The panel recommended removing those 10 days from the calendar and adding a rule to the leap year system: Skip three out of four leap years that ended in “00.”

If the year was divisible by 400, the leap day remained. That’s why 2000 was a leap year. But 1900, 1800 and 1700 were not. Leap day will be skipped in 2100 if the Gregorian calendar remains unchanged 84 years from now.

Roman Catholic countries quickly adopted the pope’s new calendar. But Protestant countries were suspicious of edicts from Rome. Many of them didn’t accept the calendar until 1775.

Britain and its American colonies made the switch in 1752, Duncan said. By then they had to skip 11 days to catch up with the Gregorian calendar.

The Gregorian calendar also has its faults. Each year, it’s off by about 26 seconds.

Duncan said this will difference will add up to one day by the year 4909.

“We could decide to shift everything around again,” he said.

That probably won’t be necessary. Our timekeeping system is now pretty much divorced from the sun. It is based on the atomic clock.

Instead of defining seconds as a fraction of a day, we now use computers to count the oscillations of atomic cesium: 9,192,631,770 of them add up to one second. That’s much more precise than tracking Earth’s movements around the sun.

But it doesn’t entirely streamline our calendar, with months that seesaw between 30 and 31 days (or 28 and 29).

Other calendars have attempted to fix these problems.

The French introduced a calendar in 1792 that had 12 30-day months. Each week had 10 days. And they added five days (or six in a leap year) to the end of each year. These were holidays.

Another calendar introduced in 1902 contained 13 months with 28 days each. Each month would begin on a Sunday and end on a Saturday.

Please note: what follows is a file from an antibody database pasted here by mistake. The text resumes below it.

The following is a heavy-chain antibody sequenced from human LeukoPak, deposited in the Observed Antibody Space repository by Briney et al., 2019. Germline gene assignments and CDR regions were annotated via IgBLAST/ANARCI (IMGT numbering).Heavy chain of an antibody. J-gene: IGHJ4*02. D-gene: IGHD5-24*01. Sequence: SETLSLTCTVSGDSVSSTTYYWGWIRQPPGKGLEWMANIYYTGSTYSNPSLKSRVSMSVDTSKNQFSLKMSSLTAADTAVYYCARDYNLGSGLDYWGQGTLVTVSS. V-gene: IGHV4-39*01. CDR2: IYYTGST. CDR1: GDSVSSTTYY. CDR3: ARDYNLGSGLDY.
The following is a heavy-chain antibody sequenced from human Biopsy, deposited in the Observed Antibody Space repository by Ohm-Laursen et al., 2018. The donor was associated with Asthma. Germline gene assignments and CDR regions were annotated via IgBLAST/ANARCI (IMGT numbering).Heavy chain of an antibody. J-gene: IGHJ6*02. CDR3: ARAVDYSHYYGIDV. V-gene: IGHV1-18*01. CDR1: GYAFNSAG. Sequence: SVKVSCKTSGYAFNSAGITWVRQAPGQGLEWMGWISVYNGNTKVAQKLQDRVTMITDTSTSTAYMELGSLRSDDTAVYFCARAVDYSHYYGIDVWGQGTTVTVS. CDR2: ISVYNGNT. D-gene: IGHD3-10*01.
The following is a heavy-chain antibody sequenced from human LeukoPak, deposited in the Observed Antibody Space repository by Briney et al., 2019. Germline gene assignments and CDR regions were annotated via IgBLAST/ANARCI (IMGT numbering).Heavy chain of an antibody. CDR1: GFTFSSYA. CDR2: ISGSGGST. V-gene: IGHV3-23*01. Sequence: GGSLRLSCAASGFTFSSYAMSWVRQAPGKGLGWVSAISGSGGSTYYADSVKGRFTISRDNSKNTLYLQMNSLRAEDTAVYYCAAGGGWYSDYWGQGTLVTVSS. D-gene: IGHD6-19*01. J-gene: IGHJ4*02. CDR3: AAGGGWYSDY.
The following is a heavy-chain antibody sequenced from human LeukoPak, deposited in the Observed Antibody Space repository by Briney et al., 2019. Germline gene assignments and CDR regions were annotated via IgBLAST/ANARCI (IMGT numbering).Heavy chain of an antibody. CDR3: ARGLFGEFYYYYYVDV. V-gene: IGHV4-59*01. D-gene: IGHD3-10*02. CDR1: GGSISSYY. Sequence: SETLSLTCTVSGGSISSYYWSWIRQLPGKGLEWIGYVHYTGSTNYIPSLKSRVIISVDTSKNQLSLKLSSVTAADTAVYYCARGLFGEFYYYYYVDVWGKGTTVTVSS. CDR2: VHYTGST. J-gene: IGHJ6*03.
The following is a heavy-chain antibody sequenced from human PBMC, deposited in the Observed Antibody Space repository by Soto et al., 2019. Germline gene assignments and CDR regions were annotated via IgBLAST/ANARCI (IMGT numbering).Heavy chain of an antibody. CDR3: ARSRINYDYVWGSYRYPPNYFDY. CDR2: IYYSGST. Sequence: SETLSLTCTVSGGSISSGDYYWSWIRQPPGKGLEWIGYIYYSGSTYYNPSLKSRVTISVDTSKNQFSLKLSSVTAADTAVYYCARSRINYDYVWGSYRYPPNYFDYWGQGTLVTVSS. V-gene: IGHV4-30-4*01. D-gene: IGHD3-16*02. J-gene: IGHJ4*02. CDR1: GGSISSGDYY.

Each year would end with “year day.” In leap years, a leap day would be added in the middle of the year.

With all this precision, scientists can tell just how far off Earth is from atomic time. And every once in a while, they introduce a leap second to get our clocks back in sync with our slowing planet.

“The agreed definition of time is atomic time,” said Bob Tjoelker, a supervisor working with NASA’s Deep Space Network at the Jet Propulsion Laboratory in La Cañada Flintridge. “The Earth-based day has instability to it. It wiggles and jiggles.”

Tjoelker should know. His team manages an array of antennas that use time to track distant spacecraft.

“Leap seconds are a big, big deal for deep-space navigation,” he said. Being a nanosecond – a billionth of a second – off is the equivalent of a foot in space, he said.

NOTE: The “year” described above is the solar, or tropical year, which is a measure of time between the vernal equinoxes. The sidereal year begins and ends at the same fixed point. The two differ because of Earth’s wobble. The math used in the graphic at the top of this page simulates the tropical year.

Additional programming by Armand Emamdjomeh